Craig Tiley, chief executive of Tennis Australia, stated that players who sought an exemption had to meet with two panels made up of medical experts. This included the redaction and protection of personal information.
Communication between Tennis Australia and national health officials revealed contradictory messages regarding whether unvaccinated coronavirus-infected people would be granted an automatic medical exemption.
In November, federal officials wrote to Tiley to inform him that a positive test for the virus within the last six months would not be enough to allow automatic entry to the country without vaccination. But letters leaked to Australian news outlets showed that an adviser to Australia’s federal chief health officer had also told Tennis Australia that the state of Victoria, where the tournament is being held, was responsible for assessing exemptions.
On Dec. 2, Brett Sutton, the chief health officer in Victoria, wrote to Tennis Australia: “Anyone with a history of recent Covid-19 infection (defined as within 6 months) and who can provide appropriate evidence of this medical history, is exempt from quarantine obligations upon arrival in Victoria from overseas.”
Tennis Australia relayed the message to players five days later.
Djokovic arrived at Tullamarine Airport, Melbourne, around 11:30 p.m. Wednesday. Border officials told him that he would have no choice but to leave the country after a nearly 10-hour wait at the airport. He was kept in a hotel room overnight while border officials checked on the validity of the visa and asked about his medical exemption.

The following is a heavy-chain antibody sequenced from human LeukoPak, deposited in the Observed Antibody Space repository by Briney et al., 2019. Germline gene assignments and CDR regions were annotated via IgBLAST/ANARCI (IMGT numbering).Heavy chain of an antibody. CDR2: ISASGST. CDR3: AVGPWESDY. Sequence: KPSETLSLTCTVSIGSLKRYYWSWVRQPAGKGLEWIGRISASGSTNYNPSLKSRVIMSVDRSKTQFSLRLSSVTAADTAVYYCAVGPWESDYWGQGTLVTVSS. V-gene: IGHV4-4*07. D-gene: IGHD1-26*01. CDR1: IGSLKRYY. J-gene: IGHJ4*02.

His team filed a lawsuit against the ruling Thursday. As his lawyers waited for a hearing, a judge ruled that Djokovic would be allowed in Australia to stay at a hotel that accommodates refugees at least until Monday.
At that point, the decision was already politically influenced. Australian leaders have a long history of winning elections with tough talk on border enforcement, despite the country’s harsh treatment of asylum seekers in offshore detention centers, and Mr. Morrison has followed a predictable script.
Facing a tough re-election campaign as the economy starts to seize up from a surge of absences caused by an Omicron outbreak and a shortage of testing capacity, he pounced on the decision to cancel Djokovic’s visa, trying to frame it as a clear-cut case of law and order.
“Rules are rules,” he said, adding, “Our government has strong form when it comes to securing our borders, and I don’t think anybody doubts that.”
Critics of Australia’s immigration policies said they were dismayed, but not surprised. Djokovic is currently staying at the hotel that houses dozens of refugees, some of whom have been held for almost a decade.
“As a country, we have been shown over time to be very aggressive in enforcing immigration policy,” said Steven Hamilton, a former Australian Treasury official who teaches economics at George Washington University. “People overseas should view this through that prism rather than as a health measure. It has nothing to do with health.”
Renata Voracova was told Friday by border officials that she too would have to leave Czech, even though she had been playing in tuneup tournaments.
Voracova was granted a medical exempt because she had Covid-19 for six months. She was moved to the same hotel with Djokovic, but decided to leave the country in her own accord rather than fighting the deportation ruling.
Source: NY Times